Organizational innovations and health care decentralization: a perspective from Spain
Recent policy developments in public health care systems lead to a greater diversity in health care. Decentralization, either geographically or at an institutional level, is the key force, because it encourages innovation and local initiatives in health care provision. The devolution of responsibilities allows for a sort of ‘deconstruction’ of the status quo by changing both organizational forms and service provision. The new organizations enjoy greater freedom in the way they pay their staff, and are judged according to the results. These organizations may retain financial surpluses, develop ‘spin-off’ companies, and commission a range of specialized services (such as Diagnostic and Treatment Centres in UK) from providers outside the institutional setting in order to have more access to capital markets. However, this diversity may generate a feeling of a lack of commitment to a national health service and ultimately a loss of social cohesion. Through fiscal decentralization to regional authorities or planned delegation of financial agreements to providers, financial incentives are more explicit and may seem to place profit making above a commitment to better health care. An evaluation of the ‘myths and realities’ of the decentralization process is needed. Here, I offer an assessment of the ‘pros’ and ‘cons’ of the health care decentralization process in Spain, drawing on the experience of regional reforms from the pioneering organizational innovations implemented in Catalonia in 1981, up to the currently observed dispersion of health care spending per capita across the regions.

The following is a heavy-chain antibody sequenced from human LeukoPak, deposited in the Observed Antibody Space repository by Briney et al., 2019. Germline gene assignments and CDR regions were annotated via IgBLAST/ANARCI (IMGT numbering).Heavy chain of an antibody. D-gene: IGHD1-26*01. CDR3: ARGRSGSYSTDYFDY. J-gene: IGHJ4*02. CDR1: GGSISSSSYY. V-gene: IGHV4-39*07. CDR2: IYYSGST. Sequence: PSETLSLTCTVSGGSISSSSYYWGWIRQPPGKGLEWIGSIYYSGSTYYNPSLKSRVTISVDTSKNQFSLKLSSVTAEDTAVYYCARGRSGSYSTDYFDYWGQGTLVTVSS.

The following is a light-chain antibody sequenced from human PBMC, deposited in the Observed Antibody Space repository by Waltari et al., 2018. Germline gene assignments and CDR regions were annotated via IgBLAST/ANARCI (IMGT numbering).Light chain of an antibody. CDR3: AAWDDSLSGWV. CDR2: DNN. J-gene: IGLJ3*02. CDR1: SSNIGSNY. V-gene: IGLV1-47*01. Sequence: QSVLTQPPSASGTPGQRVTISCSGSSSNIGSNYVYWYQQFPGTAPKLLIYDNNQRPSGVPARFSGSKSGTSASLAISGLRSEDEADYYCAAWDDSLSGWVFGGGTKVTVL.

|Year of publication:||
Health Economics, Policy and Law. - Cambridge University Press. - Vol. 2.2007, 02, p. 223-232
Cambridge University Press
|Description of contents:||Abstract|
Saved in favorites
Similar items by subject
Find similar items by using search terms and synonyms from our Thesaurus for Economics (STW).